Elderly May Benefit From Minimally Invasive Shoulder
WEDNESDAY, Sept. 8 (HealthDay News) -- Minimally invasive
arthroscopic surgery to repair torn shoulder muscles in elderly
people can reduce pain and improve function, a new study finds.
Many doctors are reluctant to perform this type of surgery in
older patients because of fears of complications. But the
researchers at Rush University Medical Center in Chicago said their
findings show that seniors shouldn't be excluded from having this
About 20 percent of people older than 65 suffer tears in the
rotator cuff, the group of four muscles and their tendons that form
a "cuff" over the top of the upper arm bone and stabilize the back
of the shoulder joint. These tears can cause considerable pain and
loss of range of motion.
"In people over the age of 70, pain is the main issue, and pain relief is a fairly reliable outcome after surgery," said study leader and orthopedic surgeon Dr. Nikhil Verma. "Patients do not require that their shoulder function be fully restored. They just want the pain to be gone." Verma is assistant professor of orthopedic surgery at Rush.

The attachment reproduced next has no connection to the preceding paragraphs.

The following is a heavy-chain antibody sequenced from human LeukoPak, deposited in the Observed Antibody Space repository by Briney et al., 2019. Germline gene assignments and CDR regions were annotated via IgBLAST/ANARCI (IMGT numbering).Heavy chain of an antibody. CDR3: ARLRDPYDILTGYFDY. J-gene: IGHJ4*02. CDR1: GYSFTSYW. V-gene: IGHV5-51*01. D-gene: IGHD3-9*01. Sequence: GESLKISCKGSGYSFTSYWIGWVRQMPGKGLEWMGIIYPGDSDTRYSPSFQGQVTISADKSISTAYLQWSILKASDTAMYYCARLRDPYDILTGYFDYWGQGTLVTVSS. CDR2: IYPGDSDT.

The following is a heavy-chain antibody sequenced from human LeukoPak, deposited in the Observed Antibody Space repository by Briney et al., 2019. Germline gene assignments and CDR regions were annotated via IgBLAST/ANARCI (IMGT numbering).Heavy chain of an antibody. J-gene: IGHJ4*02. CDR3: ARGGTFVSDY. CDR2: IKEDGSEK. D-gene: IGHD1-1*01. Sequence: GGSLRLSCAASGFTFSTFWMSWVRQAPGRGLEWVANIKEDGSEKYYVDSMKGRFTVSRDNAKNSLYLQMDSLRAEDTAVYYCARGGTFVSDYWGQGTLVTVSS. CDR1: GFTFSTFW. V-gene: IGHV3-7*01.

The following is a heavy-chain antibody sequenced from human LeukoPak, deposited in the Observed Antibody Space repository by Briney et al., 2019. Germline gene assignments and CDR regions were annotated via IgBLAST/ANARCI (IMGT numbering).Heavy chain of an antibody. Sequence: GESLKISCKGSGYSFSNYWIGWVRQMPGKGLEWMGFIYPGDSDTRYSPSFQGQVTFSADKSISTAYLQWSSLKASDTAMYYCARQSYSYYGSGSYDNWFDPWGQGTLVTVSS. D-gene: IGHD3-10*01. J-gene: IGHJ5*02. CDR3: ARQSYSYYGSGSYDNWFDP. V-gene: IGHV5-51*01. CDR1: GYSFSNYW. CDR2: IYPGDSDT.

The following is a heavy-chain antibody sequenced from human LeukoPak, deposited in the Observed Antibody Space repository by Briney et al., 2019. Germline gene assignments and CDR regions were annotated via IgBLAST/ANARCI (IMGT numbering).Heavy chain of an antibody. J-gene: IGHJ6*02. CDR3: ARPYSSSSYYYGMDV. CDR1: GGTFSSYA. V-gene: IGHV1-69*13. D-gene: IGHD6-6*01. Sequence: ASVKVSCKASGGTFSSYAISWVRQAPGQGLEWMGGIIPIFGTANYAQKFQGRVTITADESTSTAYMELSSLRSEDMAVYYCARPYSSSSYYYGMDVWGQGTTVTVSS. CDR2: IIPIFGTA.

With that requirement, Verma said, "age is not a
contraindication" for the surgery.
This study included 39 patients over age 70 who underwent
surgery to repair rotator cuff tears after pain medication and
other treatments failed to help them. The patients were followed
for two years after their surgery.
Significant pain reduction was reported by 96 percent of
patients, and there were major improvements in shoulder function,
range of arm motion and muscle strength, the study found.
Following the surgery, shoulder function was nearly the same as
what could be expected in a healthy shoulder for people in this age
group, the researchers noted.
The study appears online and in the October print issue of
Arthroscopy: The Journal of Arthroscopic and Related
The American Academy of Orthopaedic Surgeons (AAOS) notes that
that the best treatment varies from patient to patient.
Non-surgical alternatives to conventional and arthroscopic rotator
cuff surgery, according to the AAOS, include the use of a sling;
rest and avoiding activities that cause symptoms; anti-inflammatory
medications or steroid injections; and strength-building exercises
and physical therapy.
The AAOS also cautions that -- like any operation -- the surgery
is not without risk. Possible side effects, according to the
academy, include infection, difficulty moving the shoulder after
the operation and a re-tear requiring another surgery.
The American Academy of Orthopaedic Surgeons has more about
rotator cuff tears.
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